How Disposable Masks Impact The Environment And What You Can Do About It

Want to better avoid the new, more infectious strains of coronavirus raging across the United States? Cinch tight or double up on your face mask.

The Centers for Disease Control and Prevention said as much when it announced updated guidance earlier this month. While any mask is better than none, according to Dr. John T. Brooks, chief medical officer for the agency’s COVID-19 response and lead author of a new government study on masking, wearing a snug-fitting respirator-style mask or layering a washable cloth mask on top of a disposable medical procedure one — aka “double masking” — can reduce a person’s potential exposure to pathogen-containing respiratory droplets by up to 96 percent.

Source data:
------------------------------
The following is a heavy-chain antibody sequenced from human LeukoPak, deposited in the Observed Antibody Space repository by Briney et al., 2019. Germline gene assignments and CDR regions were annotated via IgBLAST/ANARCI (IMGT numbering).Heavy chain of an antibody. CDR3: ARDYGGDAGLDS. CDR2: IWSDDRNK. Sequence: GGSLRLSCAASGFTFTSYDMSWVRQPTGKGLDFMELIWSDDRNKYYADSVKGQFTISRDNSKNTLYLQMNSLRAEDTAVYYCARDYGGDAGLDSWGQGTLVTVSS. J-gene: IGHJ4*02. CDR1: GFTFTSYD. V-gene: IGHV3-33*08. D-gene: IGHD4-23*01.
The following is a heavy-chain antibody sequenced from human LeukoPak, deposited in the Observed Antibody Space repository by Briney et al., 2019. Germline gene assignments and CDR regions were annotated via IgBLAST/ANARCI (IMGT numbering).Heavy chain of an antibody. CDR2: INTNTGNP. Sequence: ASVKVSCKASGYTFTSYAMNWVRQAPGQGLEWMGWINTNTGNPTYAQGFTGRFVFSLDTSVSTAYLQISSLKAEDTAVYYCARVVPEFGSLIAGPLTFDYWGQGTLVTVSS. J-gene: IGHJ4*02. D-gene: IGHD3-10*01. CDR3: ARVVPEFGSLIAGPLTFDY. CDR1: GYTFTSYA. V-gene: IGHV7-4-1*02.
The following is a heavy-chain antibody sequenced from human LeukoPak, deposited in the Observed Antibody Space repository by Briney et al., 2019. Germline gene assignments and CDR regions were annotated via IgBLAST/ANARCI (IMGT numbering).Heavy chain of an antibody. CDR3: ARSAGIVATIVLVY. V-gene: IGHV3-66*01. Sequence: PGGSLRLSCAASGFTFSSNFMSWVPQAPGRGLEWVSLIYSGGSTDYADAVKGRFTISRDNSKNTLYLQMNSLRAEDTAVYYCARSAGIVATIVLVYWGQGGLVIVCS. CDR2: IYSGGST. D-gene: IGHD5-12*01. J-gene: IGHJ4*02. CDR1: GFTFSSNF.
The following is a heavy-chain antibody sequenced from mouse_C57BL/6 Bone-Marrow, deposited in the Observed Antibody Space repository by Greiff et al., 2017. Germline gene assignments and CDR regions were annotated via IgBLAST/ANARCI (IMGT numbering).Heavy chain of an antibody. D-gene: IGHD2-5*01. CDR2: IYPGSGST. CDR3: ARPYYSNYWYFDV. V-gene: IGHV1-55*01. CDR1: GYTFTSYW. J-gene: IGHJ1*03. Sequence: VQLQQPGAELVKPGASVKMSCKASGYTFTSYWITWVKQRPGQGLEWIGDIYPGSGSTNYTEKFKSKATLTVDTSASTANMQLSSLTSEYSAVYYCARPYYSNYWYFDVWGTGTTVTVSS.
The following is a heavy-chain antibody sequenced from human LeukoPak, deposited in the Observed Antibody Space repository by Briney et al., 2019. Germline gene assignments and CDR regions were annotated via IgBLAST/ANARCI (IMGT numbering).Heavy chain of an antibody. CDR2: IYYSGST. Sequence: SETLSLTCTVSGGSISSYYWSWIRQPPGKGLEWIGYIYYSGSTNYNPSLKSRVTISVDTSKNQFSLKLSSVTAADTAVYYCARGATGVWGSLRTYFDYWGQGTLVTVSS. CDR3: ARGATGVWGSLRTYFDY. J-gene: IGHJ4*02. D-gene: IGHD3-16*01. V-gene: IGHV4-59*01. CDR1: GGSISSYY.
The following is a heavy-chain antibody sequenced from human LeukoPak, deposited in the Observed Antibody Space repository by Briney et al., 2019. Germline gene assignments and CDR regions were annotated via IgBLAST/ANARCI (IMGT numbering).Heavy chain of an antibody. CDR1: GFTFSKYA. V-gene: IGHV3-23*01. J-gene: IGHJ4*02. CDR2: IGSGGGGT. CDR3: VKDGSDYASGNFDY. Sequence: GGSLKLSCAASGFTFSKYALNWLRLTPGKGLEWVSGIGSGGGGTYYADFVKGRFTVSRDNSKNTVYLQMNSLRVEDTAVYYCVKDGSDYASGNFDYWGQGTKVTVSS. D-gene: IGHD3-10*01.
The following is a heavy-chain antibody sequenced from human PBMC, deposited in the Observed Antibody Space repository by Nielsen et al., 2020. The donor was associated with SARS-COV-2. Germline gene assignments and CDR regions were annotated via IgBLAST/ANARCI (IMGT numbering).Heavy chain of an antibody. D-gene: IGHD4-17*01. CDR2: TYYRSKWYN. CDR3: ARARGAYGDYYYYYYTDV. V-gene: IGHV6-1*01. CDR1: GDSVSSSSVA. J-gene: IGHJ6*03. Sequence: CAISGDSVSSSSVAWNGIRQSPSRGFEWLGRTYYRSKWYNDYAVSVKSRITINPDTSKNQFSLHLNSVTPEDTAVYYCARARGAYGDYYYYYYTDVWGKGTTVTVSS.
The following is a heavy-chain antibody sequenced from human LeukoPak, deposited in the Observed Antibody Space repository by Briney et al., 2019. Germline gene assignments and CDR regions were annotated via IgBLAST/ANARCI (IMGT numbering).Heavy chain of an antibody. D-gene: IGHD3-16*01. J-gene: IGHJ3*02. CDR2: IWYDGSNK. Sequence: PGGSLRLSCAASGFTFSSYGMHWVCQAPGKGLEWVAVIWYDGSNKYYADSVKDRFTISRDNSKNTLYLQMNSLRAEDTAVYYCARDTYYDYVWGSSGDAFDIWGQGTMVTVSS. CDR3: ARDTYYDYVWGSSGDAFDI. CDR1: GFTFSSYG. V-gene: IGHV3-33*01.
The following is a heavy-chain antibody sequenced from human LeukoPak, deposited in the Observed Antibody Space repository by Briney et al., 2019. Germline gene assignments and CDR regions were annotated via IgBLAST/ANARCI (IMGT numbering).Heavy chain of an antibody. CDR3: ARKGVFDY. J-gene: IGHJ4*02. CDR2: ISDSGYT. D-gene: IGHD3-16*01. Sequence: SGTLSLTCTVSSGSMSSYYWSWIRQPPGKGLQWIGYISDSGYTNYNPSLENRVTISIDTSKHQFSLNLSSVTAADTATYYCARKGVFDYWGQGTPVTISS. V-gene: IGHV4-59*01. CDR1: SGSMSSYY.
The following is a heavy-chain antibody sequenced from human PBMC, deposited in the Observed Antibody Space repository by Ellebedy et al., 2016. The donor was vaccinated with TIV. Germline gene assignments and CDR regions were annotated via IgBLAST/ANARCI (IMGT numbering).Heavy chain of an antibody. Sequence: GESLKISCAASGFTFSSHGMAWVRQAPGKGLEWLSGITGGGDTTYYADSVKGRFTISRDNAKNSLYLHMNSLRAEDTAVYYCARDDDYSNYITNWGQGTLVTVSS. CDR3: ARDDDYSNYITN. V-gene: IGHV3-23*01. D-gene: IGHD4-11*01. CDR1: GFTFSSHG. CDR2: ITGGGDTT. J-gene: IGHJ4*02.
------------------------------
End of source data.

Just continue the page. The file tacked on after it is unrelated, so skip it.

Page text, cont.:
Most of this advice comes down to improving fit: any gaps between your face and mask allows virus particles to slip in or out. But material matters, too. The same study showed that multilayer cloth masks block between 50 to 75 percent of airborne droplets — a significant amount of protection, to be sure, but nowhere near as effective as the first two options.

For those who have been eschewing disposables for environmental reasons, the dilemma of choosing between safeguarding public health and preventing plastic pollution can be a vexing one.

Read the full story at Nylon